It’s most definitely been worth it elsewhere. Just ask Mark Headd, who was the director of Delaware’s Government Information Center, then Philadelphia’s first Chief Data Officer before moving on to become a Development Evangelist at government software company Accela, Inc., where he works from upstate New York.
“Everything started out with this idea of transparency and governments being more forthcoming with data,” said Headd. “It was this idea of being more open so people could see what was happening and decisions that were being made.”
In many ways said Headd, it’s still that. But the past few years have brought about a shift in thinking.
Not only is a commitment to open data a plus in the transparency column, but there are actually operational benefits that can be realized for people in government. As more and more people have access to an increasingly rich and powerful collection of tools for working with data, everyone is catching the bug.
“The tools we have to produce the data, to crunch data, to use sophisticated data analysis, to build online maps — they’re everywhere now. They’re cheap they’re powerful, they’re easy to use, and there’s more of them every day,” said Headd. “I think that’s a really big driver behind all of this. If you have all these great tools for working with data and they’re increasingly cheap and powerful, there’s going to be a big demand for data. People want to do things with these tools.”
The data just needs to be open first. For Delaware, that should be step one. And with public servants who are very openly enthused by the concept of open data and the opportunity to deliver, it should be an easy step one — right?
Almost. It’s still a challenge, said Headd, who knows from firsthand experience.
Generally, he said, people who work in government have worked in government for a long time. Open data, on the other hand, is a concept that we’ve only seen develop over the past five to seven years. But it’s a service — and regardless of age or tenure, that’s something all public servants should be familiar with.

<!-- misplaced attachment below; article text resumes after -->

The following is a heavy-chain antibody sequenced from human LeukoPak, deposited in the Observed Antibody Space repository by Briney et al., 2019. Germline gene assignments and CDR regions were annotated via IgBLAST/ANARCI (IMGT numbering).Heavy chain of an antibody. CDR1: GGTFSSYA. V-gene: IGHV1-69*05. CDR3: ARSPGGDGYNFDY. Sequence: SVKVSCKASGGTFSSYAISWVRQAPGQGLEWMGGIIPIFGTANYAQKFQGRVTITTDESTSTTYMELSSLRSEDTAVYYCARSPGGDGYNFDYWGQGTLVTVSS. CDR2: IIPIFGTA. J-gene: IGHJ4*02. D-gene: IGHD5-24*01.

“Governments are producers of things that allow people to get services,” said Headd. “It’s the notion of ‘government as a platform,’ the whole idea that instead of governments being the ones that provide the end-to-end transaction, you have intermediate applications or solutions that can help you do those things.”
Data doesn’t always tell a flattering story about government performance, but a government willing to make a real commitment to its people by enabling them to make their own evaluations of its performance is what Headd said is the true mark of an open and ethical government. Instead of the state issuing an annual report highlighting progress on key objectives, Headd said a government that truly embraces open data is one that will give people the ability to make those evaluations on their own.
Now, with a community of people with a mission to actively nudge their government for more datasets, Delaware’s state and local governments might not have any other choice but to actually embrace open data.